Chakli, Chakali, Muruku, Chakuli
I’ve loved the whole chakuli-making process since I was a child. Making chakulis shortly before chauthi (the Ganesh festival) and on the day of chauthi was always a lot of fun thanks to my large family! My mom, my grandmothers, my aunts, and the kids 🙂 all came together to create crispy, crunchy, delicious chakulis. It was a true collaborative effort. And we had to prepare a lot of chakulis since we needed enough for our large family and relatives (relatives of every single member in our family :-), so that’s n*n). Plus, because we worshiped the Lord Ganesha statue in our home for two days during the Ganesh festival, it’s tradition to present chakulis to all our relatives.
Lord Ganesh’s favorite foods are chakulis and laddoos, according to legend. As a result, they must be made for his event. During the chakuli manufacturing process, while my mother and aunts were sweating it out in the kitchen, we kids were busy devouring chakulis one after the other. The elders of the family also come in one by one, and the chakulis that have been prepared vanish in a flash. We began assisting with the chakuli pressing process as we got older, since the work may be arduous when making a large number of chakulis. I like tasting the chakuli dough as well. It has a fantastic flavor. You may make chakuli out of the dough and consume them in layers. That’s even more delicious! 🙂 As a result, my mother or aunts had to chase me away for emptying the chakulis, as their efforts were in futile when I ate the squeezed chakulis. As naivedyam, we would prepare a special batch of chakulis for Ganesha on his arrival day. (If we prepared them sooner, one of us would consume them by mistake.) We could only eat them after naivedyam. Our mothers really kept it hidden in secret locations to keep it safe.) Oh, the memories!!
Lord Ganapathi is the recipient of a colossal chakuli. It’s shown in the image below:
I’m curious about what it’s like in your home during festivals. Please share your experiences with me. 🙂
You can create delicious chakulis in a variety of ways. Here’s a quick and easy way to make crispy, crunchy chakulis.
- rice flour (250g)
- 100g split black lentils/urad dal
- a couple of teaspoons of butter
- season with salt to taste
- 2-3 tablespoons ajwain (sesame seeds)
- Turmeric, a pinch
- For deep frying, oil
- Chakuli Press is a publishing house based in India.
Method of Preparation:
Preparing urad dal powder: If you can get urad dal powder at the shop, you can save some time and work. If you don’t, then follow the instructions below:
- In a wok, heat store-bought urad dal until it begins to brown slightly. Saute to ensure even roasting.
- Once it has cooled fully, mix it into a fine powder in a blender.
- Sieve the urad dal powder to remove any larger particles of urad dal, leaving only fine urad dal powder.
- Set aside the flour.
Getting the rice flour ready:
- In a wok, heat store-bought rice flour until it is hot when touched with your fingertips.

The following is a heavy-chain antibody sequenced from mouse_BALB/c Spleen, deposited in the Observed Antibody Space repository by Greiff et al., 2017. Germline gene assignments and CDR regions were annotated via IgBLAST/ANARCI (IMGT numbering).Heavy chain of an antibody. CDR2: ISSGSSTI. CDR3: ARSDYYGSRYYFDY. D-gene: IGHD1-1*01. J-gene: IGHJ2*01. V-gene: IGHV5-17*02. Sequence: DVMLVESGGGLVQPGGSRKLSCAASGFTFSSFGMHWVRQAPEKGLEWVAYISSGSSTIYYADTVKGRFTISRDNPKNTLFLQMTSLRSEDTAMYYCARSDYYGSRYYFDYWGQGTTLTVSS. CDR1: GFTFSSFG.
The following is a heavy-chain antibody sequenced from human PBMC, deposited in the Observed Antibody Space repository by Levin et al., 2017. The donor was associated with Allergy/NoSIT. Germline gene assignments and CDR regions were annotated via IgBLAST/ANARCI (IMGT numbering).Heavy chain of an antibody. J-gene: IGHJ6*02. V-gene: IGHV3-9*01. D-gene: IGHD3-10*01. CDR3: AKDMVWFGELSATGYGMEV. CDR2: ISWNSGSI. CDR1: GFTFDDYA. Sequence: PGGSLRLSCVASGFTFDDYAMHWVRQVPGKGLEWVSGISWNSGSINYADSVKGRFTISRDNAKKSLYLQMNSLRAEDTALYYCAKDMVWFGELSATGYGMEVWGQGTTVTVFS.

- After that, set it aside to cool fully.
- If you can’t get rice flour, you can create your own.
Preparing the dough for chakulis entails the following steps:
- In a mixing basin, combine rice flour and urad dal powder.
- Add salt and turmeric to them and stir thoroughly.
- Add sesame seeds/ajwain seeds to the mixture and stir thoroughly.
- Add the butter and water little by little to the ingredients and knead it into a dry, pleasant dough similar to chapathi dough.
- Heat the oil in a deep fryer for the chakulis. Reduce the heat to a low setting.
- Mix in 3 tablespoons of heated oil into the dough.
- If your dough is too wet, add a little hot rice flour at a time to thicken it up.
- Place the dough in a chakuli presser and press out chakulis as shown below.
- Preheat the oil to medium-high heat and cook the chakulis in batches until golden brown.
- Make sure your oil isn’t overcrowded.
- Drain the excess oil from the chakulis by placing them on a tissue paper.
- After the chakulis have cooled, keep them in an airtight container.
- Use the plates that come with the presser to make chakulis in the thickness of your choosing.
Suggestions for equipment:
I create muruku sev using a muruku maker like this one. It’s a solid piece that’s been in the home for over 20 years. It’s also simple to operate. This one, on the other hand, is less expensive and constructed of steel.
Rice noodles (shevai, sheviya, idiyappam) may also be made using the above-mentioned press.
Crunchy Rice Vadas (Tandla Vado), Fried Pumpkin Seeds (Bhajil Dudde Bee), and Plantain Chips are all excellent traditional Konkani home snacks known as dabbe khaan in Konkani (Banana Chips)
Chakuli, muruku, Ganesh Chaturthi, naivedyam, Konkani cuisine, Konkani food, Konkani dish,
Frequently Asked Questions
Why my murukku is not crispy?
There are a few reasons why this might be happening. One is that the dough was not kneaded enough, which means it does not have enough gluten to become crispy. Another reason is that you did not cook it long enough, or the oil was too hot when you were cooking it.
What does chakli mean?
Chakli is a type of Indian bread.
Why does chakli become soft?
Chakli is a type of dough that becomes soft when it is cooked.